Unveiling the Shetland War Memorial, 6 January 1924

The eleventh hour of the eleventh day of the eleventh month, the time of the armistice that ended the Great War. Remembrance in November has been the UK’s biggest act of commemoration for a century now. This year’s ceremony at the Cenotaph was different with Covid spacing, the monarch in a mask, and no crowds. Restrictions on meetings meant many had to contemplate sacrifice without company. The lonely path of loss.

The main ceremony in Shetland is at the County War Memorial at Hillhead in Lerwick. Commemoration needs a focus. In 1920, just a couple of years after the armistice, there was no major remembrance ceremony. After much deliberation and thought Shetland got a war memorial on January 6, 1924. It isn’t quite a century old yet.

A lot of war memorials in Britain were unveiled by women who had lost sons, a way to honour the dead, and the grief of their mothers. Three women in Shetland lost three sons. Mrs Elizabeth Mann had died by the time of the memorial, Mrs Charlotte Gear didn’t feel well enough. Mrs Janet Hardy also lost three boys. Thomas, one of Shetland’s few regular soldiers died in France in 1914, Charles died in 1916, his ship torpedoed, and William was accidentally drowned in 1917. A son and a daughter survived.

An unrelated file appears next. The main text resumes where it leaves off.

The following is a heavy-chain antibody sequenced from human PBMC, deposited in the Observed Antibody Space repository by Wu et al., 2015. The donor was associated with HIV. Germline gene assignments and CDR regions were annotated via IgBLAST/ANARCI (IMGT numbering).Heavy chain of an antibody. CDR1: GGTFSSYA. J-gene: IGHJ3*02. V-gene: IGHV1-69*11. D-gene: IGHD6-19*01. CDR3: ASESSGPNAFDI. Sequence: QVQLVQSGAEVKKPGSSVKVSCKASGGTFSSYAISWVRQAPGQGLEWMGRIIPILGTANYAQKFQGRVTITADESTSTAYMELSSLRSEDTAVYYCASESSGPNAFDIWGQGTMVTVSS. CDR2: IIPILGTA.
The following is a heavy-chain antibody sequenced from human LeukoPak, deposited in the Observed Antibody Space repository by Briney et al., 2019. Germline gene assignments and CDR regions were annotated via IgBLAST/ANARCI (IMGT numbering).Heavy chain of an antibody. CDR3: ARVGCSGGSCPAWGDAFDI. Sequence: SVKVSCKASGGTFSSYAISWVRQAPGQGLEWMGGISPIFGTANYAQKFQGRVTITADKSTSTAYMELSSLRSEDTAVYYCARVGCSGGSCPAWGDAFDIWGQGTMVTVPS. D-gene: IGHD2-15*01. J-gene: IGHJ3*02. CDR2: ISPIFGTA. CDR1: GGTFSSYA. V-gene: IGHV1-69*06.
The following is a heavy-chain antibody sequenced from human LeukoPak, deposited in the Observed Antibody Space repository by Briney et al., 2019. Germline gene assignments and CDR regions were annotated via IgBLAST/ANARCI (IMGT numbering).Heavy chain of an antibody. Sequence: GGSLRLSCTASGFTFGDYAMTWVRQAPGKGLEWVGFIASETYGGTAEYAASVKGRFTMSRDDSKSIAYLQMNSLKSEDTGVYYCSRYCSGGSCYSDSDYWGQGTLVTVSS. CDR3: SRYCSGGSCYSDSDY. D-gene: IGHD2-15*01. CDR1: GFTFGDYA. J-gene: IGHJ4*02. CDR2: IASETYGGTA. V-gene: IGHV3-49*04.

Mrs Hardy initially refused, citing “bad health in the loss of my three sons,” in a letter. It isn’t surprising that she didn’t feel up to it – the stress of love and sadness, and how often a home offers reminders of what has gone. In the end she changed her mind. Her daughter, Margaret Hardy, was there. Her husband too, wearing his sons’ medals. A large crowd saw her take a few steps forward and pull aside a flag, then she laid a wreath below the panel with her boys’ names.

The newspaper reports didn’t say anything about what Mrs Hardy felt. Probably, it wasn’t something they felt proper to ask about, or print. As Shetlanders would say, an ill laek ta do. Private things remained private. The onlookers though, with their own burdens of grief, would have known that she was undertaking something deeply difficult.

Note. For more on the history of the war memorial see Linda Riddell’s book, Shetland and the Great War. Mrs Hardy’s letter is held in Shetland Archives, CO7/77/1.

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